Margaret Mackworth’s article on National Service for Welsh women, in the periodical Welsh Outlook, vol 4, no 7, July 1917.
Advertisement for Women’s War Work Week exhibition, held at Howells department store, Cardiff, April 1918.
Dorothea Adelaide Lawry Pughe Jones
Place of birth: Surrey
Service: Suffragist, Commandant, Ethnographer, Educationalist, Public servant, Church Warden, Heiress., VAD, 1914 - 1920
Death: 1955, Cause not known
Notes: Dorothea Pughe Jones, born 1875, inherited Ynysgain, Cricieth from her father in 1897. Following his death she attended Oxford University where she studied history followed by a diploma in ethnography. She was awarded a prize at the 1901 National Eisteddfod for a Welsh history textbook. In 1902 she was part of a British Government team inspecting education in the concentration camps for Boers in South Africa. In 1910 she was one of the founders of the Bangor and District Women’s Suffrage Society. She joined the VAD in 1914, initially as Quartermaster of Caernarfon, but volunteered for service in France in 1915. She was Commandant of the Hotel des Anglaises, the hostel for the relatives of wounded officers in Le Touquet, France, for which she was awarded the MBE. Whilst in France she was appointed Churchwarden in Cricieth despite objections that she was ‘a lady’. In November 1918 she was posted to Salonika as Principal Commandant of the VAD, until May 1920. After her return she was sent by the Government to research openings for women in Australia.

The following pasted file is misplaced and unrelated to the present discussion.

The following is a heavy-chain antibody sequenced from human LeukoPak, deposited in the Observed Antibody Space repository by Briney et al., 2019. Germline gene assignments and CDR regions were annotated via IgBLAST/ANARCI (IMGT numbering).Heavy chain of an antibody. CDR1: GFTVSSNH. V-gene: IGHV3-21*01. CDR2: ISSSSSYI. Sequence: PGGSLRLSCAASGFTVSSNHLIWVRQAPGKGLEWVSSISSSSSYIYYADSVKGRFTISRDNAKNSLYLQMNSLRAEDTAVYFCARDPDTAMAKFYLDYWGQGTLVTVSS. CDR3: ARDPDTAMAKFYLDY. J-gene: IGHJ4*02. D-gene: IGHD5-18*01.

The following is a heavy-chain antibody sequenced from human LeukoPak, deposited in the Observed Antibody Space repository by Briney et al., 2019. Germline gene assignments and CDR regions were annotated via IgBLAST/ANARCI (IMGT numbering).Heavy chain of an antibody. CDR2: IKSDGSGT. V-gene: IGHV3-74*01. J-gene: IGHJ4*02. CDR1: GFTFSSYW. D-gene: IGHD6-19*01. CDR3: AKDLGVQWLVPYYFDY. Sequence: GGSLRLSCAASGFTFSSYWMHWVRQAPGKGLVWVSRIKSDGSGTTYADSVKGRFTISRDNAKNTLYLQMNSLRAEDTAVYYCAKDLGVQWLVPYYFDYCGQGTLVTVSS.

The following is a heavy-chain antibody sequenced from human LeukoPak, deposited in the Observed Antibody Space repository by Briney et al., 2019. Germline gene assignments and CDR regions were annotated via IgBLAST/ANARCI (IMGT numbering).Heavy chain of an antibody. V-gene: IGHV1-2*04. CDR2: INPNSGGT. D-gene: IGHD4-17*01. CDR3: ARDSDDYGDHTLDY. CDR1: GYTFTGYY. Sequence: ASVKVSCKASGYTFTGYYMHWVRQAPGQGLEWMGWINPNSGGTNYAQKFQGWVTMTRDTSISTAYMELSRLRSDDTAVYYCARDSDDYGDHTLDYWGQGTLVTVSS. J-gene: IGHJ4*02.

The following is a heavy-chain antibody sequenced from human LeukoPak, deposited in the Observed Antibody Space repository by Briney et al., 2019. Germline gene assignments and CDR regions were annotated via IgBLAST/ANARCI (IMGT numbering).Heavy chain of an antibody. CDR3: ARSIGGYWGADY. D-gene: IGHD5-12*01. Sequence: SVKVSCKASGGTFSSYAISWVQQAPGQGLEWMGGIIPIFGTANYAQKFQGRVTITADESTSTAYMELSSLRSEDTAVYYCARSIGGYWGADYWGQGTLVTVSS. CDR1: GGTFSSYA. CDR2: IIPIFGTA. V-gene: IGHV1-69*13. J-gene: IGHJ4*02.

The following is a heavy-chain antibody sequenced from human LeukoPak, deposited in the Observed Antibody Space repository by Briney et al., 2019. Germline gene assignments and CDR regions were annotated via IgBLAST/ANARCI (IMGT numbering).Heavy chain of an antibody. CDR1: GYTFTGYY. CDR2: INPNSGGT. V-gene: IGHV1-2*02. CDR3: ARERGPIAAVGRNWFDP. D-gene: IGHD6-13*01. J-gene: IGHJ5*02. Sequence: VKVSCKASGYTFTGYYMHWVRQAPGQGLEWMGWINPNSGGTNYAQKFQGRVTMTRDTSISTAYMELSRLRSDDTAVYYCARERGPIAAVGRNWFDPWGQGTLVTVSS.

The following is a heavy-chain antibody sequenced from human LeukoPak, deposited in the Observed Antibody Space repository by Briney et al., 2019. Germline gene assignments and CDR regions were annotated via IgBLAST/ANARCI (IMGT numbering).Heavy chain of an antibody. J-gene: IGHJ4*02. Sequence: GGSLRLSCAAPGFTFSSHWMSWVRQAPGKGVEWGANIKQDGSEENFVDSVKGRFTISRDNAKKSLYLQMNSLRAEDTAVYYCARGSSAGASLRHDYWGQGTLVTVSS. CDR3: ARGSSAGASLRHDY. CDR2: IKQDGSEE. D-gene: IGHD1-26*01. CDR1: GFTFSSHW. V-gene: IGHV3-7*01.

Sources: GB 0210 YNYSGAIN - Pughe-Jones of Ynysgain Collection of Deeds and Papers National Library of Wales Women members and witnesses on British Government ad hoc Committees of Inquiry Elaine Harrison, London School of Economics, Doctor of Philosophy, 1998.
Report of Dorothea Pughe Jones’s return from South Africa. Cambrian News 8th May 1903.
Report of meeting of AGM of Bangor and District Women’s Suffrage Society. North Wales Express 2nd December 1910.
Report of Dorothea’s appointment as churchwarden. North Wales Chronicle 20th April 1917.
Australian newspaper report of Dorothea Pughe Jones’s role in the enquiry into openings in Australia for women from the UK. The Advertiser 10th January 1920 Adelaide S Australia.
Eliza Davies (née Belton)
Place of birth: Norfolk
Service: Supervisor, munitions, NEF Pembrey
Notes: Originally from Norforlk, Eliza was in service in Builth when she met her husband Huw Davies and they moved to Fforest Fach. Huw died in 1916 and Eliza began work at Pembrey, being promoted to supervisor. In 1920 she was awarded the MoBE ‘for courage and presence of mind in removing a burning fuze from a box of components, thus obviating what might have been a very serious explosion’. Her eldest daughter Mabel Elsie [qv] also worked at Pembrey.
Sources: Peoples Collection Wales
Eliza Davies and family
Eliza Davies and her family, probably taken in 1916 while they were still in mourning for Huw. Mrs Dorothy Jones 2018.
Letting inviting Eliza Davies to her award of the MoBE, 23rd September 1920. Mrs Dorothy Jones 2018.